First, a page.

Pope Francis Appoints His Representative in Zimbabwe

The newly-appointed Apostolic Nuncio to Zimbabwe

Pope Francis has appointed Archbishop Paolo Rudelli who has been serving as the Holy See’s Permanent Observer to the European Council in Strasbourg, France, to be his representative in the Southern Africa nation of Zimbabwe.

The appointment was made public Saturday, January 25, published by the Holy See Press Office.

A clergy of Italy’s Bergamo Diocese, the 49-year-old Prelate was ordained a priest in June 1995.

He entered the Holy See diplomatic service in July 2001. Since then he has served in the Pontifical Representations in Ecuador and Poland as well as the Vatican’s Section for General Affairs of the Secretariat of State.

He was appointed to the European Council as the Holy See’s Permanent Observer in September 2014.


Last September, he was appointed Apostolic Nuncio to Other and ordained a Bishop on October 4 with the title of Titular Archbishop of Mesembria

Archbishop Rudelli holds a doctorate in Moral Theology and a Licentiate in Canon Law.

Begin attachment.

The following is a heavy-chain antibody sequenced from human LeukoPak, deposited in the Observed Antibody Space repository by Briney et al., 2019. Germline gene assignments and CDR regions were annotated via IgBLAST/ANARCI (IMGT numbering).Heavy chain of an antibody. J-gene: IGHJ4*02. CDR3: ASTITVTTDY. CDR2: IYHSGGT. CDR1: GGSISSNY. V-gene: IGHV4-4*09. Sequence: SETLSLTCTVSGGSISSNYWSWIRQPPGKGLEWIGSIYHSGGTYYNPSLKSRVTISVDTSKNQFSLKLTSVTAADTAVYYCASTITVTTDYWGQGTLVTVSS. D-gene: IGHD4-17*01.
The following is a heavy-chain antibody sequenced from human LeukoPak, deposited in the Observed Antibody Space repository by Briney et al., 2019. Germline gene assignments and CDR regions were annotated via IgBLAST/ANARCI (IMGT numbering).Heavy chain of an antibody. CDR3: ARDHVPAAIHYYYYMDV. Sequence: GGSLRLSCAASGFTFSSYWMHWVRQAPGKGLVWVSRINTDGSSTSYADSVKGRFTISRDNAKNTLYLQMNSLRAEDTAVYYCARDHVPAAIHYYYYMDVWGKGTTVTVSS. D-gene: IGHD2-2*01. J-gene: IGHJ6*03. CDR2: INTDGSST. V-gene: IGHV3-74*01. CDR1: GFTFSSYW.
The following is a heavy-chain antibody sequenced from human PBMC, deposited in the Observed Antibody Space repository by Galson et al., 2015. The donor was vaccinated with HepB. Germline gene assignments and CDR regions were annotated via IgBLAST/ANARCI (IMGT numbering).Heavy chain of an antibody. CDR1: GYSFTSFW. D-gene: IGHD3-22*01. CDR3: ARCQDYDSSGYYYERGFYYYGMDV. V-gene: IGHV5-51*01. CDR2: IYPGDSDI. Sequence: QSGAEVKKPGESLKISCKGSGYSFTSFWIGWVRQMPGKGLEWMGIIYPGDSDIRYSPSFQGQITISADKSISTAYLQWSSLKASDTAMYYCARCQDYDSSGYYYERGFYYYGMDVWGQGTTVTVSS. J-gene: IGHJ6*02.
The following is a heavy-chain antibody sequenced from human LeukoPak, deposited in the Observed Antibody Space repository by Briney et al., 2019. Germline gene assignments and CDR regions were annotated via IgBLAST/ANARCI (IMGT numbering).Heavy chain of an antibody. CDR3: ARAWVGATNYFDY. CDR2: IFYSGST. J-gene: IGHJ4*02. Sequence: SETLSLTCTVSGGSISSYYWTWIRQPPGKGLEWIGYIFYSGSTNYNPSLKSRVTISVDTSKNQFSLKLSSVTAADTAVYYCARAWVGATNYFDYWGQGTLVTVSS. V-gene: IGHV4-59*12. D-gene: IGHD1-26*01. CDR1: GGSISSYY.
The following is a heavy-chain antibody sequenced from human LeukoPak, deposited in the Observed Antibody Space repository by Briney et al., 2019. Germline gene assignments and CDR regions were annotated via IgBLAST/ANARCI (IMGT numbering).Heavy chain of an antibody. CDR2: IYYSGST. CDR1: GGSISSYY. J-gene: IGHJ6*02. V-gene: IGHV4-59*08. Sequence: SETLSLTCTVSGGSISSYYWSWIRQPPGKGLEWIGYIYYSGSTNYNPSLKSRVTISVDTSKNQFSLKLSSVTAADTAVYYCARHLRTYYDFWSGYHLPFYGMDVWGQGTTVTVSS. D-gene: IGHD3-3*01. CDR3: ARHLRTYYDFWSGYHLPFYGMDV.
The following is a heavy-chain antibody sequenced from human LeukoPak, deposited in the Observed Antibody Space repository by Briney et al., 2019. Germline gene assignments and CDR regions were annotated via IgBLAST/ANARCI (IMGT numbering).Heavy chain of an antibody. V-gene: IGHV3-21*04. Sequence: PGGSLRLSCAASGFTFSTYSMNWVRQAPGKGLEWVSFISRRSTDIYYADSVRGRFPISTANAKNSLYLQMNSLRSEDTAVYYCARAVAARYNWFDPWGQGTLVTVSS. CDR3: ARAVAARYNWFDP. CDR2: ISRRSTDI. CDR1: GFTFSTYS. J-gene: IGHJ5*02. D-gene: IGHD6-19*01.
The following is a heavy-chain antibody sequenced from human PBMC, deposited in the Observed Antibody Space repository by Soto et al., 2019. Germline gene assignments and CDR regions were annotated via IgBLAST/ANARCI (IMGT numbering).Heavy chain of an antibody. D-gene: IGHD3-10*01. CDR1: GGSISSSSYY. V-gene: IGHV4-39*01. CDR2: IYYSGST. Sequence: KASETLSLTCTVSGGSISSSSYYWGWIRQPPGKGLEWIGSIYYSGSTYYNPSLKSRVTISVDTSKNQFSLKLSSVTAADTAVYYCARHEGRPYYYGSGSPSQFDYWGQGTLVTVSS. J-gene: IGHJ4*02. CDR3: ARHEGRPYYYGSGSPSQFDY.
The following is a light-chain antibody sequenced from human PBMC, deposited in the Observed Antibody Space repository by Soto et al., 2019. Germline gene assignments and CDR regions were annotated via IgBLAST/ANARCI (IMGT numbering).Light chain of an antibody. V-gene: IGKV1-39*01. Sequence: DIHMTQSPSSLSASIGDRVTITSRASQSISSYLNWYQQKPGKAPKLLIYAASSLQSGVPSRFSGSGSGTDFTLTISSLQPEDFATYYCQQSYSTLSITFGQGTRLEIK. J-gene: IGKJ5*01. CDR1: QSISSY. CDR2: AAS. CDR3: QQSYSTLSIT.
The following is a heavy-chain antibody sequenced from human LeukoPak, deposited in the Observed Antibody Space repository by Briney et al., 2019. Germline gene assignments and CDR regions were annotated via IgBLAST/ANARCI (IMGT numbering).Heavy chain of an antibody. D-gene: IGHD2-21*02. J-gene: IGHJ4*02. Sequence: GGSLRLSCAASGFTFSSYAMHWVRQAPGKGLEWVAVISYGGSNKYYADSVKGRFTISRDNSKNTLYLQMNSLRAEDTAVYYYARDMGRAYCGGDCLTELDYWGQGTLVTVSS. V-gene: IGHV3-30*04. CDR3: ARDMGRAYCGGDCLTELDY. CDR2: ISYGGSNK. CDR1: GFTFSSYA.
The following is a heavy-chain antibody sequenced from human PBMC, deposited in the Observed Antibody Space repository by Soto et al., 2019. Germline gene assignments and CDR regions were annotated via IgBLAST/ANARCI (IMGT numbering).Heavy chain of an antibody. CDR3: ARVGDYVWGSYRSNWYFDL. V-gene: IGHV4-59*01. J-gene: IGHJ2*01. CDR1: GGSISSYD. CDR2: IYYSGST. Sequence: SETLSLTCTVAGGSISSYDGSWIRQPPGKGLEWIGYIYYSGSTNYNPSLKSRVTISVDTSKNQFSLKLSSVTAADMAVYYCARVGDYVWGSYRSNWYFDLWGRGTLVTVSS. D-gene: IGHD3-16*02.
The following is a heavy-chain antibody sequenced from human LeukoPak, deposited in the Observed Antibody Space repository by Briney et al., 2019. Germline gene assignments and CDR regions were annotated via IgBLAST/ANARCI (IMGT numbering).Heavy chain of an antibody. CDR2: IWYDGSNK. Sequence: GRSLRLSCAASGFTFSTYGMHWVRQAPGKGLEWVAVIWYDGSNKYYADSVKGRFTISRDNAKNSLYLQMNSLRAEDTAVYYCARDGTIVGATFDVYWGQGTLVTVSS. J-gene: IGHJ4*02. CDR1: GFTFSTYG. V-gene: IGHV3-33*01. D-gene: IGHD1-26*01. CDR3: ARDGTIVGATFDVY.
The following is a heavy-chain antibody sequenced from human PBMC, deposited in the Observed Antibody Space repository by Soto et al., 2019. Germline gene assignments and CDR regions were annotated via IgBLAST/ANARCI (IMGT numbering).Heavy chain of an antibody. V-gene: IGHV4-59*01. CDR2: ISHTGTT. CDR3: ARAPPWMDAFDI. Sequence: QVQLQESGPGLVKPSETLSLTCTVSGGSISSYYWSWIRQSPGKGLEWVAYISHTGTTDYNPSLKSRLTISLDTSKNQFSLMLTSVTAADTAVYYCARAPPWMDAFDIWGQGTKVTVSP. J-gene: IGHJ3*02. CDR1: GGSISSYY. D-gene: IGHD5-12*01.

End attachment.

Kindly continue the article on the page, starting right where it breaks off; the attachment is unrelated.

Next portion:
The Prelate speaks his native language Italian, English, French, Spanish and Polish.

He will be representing the Holy Father in Zimbabwe, a country with an estimated Catholic population of one million people spread across eight ecclesiastical sees with 12 Prelates, inclusive of retired ones.

The country’s Bishops under their umbrella body Zimbabwe Catholic Bishops’ Conference (ZCBC) have been on the frontline calling for better governance in the Southern Africa nation, which is weighed down by protracted political and economic challenges.

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The country’s farmers are dealing with a severe drought and hunger crisis. In this regard, the humanitarian arm of the U.S. Bishops, Catholic Relief Services (CRS) has estimated that close to 7 million people are affected.

Last October, the Catholic Bishops, together with other Christian leaders, called for a seven-year political fast from politics, in a bid, they explained, to rebuild trust and confidence among Zimbabweans.

In December 2019, the Bishops issued a pastoral letter decrying a leadership crisis in their landlocked country. They also called for a comprehensive national dialogue to sort out the leadership crisis and nurture inclinations toward the “common good.”